The highest dry TP VWM loading was recorded in the forest followed by the agricultural area. The lowest loading was recorded in built-up area. The VWM highest loading of dry deposition of TP was record at Goma in the forest area while the lowest was recorded at Goma in the built-up area. For VWM of dry TN, the loading was also high in the forest area. The highest values were recorded at Lwiro (forest area) and the lowest in the wetland area at Goma. The V W M of wet TP and TN in the four stations around the Lake Kivu basin vs land use/cover are presented in Figure 10.

VWM loading of wet TP and TN are presented in the Figure 10. The highest wet TP VWM loading was record in the forest followed by agricultural for TP deposition. The lowest loadings were recorded in both wetland and built-up areas. The VWM loading of wet TP deposition was recorded at Goma in the agricultural area while the lowest in the wetland area at Lwiro. For VWM of wet TN, the loading was also high in the agricultural area. The highest values were recorded at Iko and the lowest in the wetland at Bukavu. However, no statistically difference was recorded at the four stations (F = 0.876, p = 0.485).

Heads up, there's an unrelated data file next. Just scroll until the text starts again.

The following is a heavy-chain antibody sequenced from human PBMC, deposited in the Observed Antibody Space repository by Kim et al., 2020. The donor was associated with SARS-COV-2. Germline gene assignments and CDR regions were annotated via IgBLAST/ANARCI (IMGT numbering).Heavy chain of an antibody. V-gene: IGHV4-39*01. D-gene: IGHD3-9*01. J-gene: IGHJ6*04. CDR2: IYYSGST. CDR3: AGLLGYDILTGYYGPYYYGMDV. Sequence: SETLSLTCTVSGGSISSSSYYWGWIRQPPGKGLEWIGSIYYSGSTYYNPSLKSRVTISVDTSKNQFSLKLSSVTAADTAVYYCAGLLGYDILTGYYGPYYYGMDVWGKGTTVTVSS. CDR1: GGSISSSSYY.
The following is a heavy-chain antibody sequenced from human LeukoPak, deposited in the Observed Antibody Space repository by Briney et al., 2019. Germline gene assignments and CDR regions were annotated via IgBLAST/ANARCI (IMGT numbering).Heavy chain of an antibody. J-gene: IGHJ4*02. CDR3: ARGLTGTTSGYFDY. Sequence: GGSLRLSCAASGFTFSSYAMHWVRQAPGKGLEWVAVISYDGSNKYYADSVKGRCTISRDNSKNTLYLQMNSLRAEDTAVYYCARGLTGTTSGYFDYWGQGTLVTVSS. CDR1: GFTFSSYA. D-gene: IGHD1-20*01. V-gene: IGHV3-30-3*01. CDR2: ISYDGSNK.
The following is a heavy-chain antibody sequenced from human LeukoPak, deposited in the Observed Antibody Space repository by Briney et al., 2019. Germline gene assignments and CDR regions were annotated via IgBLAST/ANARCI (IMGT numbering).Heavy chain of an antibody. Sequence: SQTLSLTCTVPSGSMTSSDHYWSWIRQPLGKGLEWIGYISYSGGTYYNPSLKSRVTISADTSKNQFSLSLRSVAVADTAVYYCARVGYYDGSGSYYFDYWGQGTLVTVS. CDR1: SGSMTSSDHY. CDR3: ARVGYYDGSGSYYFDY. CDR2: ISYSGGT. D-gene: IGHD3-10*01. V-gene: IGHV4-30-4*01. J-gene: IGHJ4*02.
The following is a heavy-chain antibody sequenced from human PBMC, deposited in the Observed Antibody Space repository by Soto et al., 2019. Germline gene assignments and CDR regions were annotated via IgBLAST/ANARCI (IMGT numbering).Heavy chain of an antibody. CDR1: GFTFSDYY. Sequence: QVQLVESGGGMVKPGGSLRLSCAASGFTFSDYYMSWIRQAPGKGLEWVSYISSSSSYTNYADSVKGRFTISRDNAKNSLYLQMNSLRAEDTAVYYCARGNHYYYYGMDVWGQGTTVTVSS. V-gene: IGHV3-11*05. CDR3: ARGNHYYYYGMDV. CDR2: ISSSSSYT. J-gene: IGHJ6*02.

Figure 9. Mean daily dry TP and TN deposition at four stations around Lake Kivu (n = 35).

Figure 10. Mean TP and TN concentrations (µmol/L) recorded in wet deposition in four stations around Lake Kivu basin (n = 35).

VWM recorded in each station versus land use/cover revealed differences in wet deposition of TP and TN. There are significant differences (p < 0.001) between land use/cover and wet TP and TN deposition in the different stations taken alone.

3.5. Sources of Nutrients

There was a variation of TP and TN loading in atmospheric deposition during the different agricultural activities (from clearing to harvesting) at Iko and Lwiro stations. Figure 11 presents the variation of TP and TN during agricultural process in the agricultural area of Iko and Lwiro.

In general, the concentration of nutrients (TP and TN) was highest during the period of clearing land and planting in the first agricultural season. In the second season, high concentrations were recorded during the clearing of land and harvesting period followed by planting period. During the planting period, the concentration of TP increased compared to clearing time in the first agriculture season (September to December) but in the second agricultural season (February to May) similar trends were observed but with less concentration. Whereas, in the first agricultural season, TN concentrations were high during the clearing and planting period, this decreased in the harvesting period. However, in the second agricultural period, TN concentrations were high in clearing and harvesting time. Table 2 provides a comparison of the mean TP and TN in agricultural and urban areas.